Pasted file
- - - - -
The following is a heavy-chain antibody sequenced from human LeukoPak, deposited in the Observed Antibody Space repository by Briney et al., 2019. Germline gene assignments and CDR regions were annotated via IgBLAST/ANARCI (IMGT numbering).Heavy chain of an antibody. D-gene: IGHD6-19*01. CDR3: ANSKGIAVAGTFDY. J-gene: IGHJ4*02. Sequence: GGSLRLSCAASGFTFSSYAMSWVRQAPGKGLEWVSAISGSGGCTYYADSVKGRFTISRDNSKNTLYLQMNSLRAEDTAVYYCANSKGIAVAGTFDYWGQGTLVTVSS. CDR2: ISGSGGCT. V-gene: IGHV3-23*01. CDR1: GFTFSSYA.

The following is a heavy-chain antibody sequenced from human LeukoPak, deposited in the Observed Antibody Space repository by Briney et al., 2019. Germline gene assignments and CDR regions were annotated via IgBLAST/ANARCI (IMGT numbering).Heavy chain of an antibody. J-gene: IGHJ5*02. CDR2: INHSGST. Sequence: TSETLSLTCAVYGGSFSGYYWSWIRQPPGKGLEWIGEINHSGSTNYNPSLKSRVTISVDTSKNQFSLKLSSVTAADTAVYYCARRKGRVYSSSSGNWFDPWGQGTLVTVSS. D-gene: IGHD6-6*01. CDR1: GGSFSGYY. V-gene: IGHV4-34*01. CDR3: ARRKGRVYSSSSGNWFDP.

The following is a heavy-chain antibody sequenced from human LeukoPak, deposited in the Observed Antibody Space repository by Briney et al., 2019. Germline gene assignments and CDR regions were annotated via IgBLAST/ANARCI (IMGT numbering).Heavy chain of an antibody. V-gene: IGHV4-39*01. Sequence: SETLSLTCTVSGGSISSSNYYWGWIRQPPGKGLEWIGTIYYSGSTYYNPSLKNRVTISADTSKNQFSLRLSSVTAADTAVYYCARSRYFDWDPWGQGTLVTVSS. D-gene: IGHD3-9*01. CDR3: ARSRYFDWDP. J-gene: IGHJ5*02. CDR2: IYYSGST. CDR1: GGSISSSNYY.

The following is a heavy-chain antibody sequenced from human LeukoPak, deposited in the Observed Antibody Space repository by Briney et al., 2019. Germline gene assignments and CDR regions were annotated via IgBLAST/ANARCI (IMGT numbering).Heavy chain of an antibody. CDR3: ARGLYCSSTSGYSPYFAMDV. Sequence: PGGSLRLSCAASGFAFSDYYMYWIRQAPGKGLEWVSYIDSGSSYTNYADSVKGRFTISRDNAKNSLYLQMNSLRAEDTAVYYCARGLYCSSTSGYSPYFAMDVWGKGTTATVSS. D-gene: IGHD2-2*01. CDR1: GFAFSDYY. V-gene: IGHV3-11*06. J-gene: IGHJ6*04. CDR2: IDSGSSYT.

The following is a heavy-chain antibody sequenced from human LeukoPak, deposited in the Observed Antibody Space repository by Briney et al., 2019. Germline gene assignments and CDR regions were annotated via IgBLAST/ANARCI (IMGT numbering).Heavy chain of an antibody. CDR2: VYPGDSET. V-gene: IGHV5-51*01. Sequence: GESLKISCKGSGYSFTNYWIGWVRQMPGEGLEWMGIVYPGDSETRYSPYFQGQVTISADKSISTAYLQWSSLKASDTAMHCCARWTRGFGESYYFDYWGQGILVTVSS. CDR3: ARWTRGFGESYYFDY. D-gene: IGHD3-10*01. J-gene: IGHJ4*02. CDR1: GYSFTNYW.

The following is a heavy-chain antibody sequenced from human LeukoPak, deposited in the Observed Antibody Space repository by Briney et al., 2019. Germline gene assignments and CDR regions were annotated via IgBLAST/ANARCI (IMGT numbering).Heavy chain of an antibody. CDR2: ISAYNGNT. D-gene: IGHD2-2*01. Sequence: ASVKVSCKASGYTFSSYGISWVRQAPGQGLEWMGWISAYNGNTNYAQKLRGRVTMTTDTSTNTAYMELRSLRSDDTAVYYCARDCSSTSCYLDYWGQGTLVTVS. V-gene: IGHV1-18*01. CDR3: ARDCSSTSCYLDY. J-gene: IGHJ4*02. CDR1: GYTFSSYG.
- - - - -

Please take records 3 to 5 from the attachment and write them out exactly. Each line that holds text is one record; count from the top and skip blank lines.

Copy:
The following is a heavy-chain antibody sequenced from human LeukoPak, deposited in the Observed Antibody Space repository by Briney et al., 2019. Germline gene assignments and CDR regions were annotated via IgBLAST/ANARCI (IMGT numbering).Heavy chain of an antibody. V-gene: IGHV4-39*01. Sequence: SETLSLTCTVSGGSISSSNYYWGWIRQPPGKGLEWIGTIYYSGSTYYNPSLKNRVTISADTSKNQFSLRLSSVTAADTAVYYCARSRYFDWDPWGQGTLVTVSS. D-gene: IGHD3-9*01. CDR3: ARSRYFDWDP. J-gene: IGHJ5*02. CDR2: IYYSGST. CDR1: GGSISSSNYY.

The following is a heavy-chain antibody sequenced from human LeukoPak, deposited in the Observed Antibody Space repository by Briney et al., 2019. Germline gene assignments and CDR regions were annotated via IgBLAST/ANARCI (IMGT numbering).Heavy chain of an antibody. CDR3: ARGLYCSSTSGYSPYFAMDV. Sequence: PGGSLRLSCAASGFAFSDYYMYWIRQAPGKGLEWVSYIDSGSSYTNYADSVKGRFTISRDNAKNSLYLQMNSLRAEDTAVYYCARGLYCSSTSGYSPYFAMDVWGKGTTATVSS. D-gene: IGHD2-2*01. CDR1: GFAFSDYY. V-gene: IGHV3-11*06. J-gene: IGHJ6*04. CDR2: IDSGSSYT.

The following is a heavy-chain antibody sequenced from human LeukoPak, deposited in the Observed Antibody Space repository by Briney et al., 2019. Germline gene assignments and CDR regions were annotated via IgBLAST/ANARCI (IMGT numbering).Heavy chain of an antibody. CDR2: VYPGDSET. V-gene: IGHV5-51*01. Sequence: GESLKISCKGSGYSFTNYWIGWVRQMPGEGLEWMGIVYPGDSETRYSPYFQGQVTISADKSISTAYLQWSSLKASDTAMHCCARWTRGFGESYYFDYWGQGILVTVSS. CDR3: ARWTRGFGESYYFDY. D-gene: IGHD3-10*01. J-gene: IGHJ4*02. CDR1: GYSFTNYW.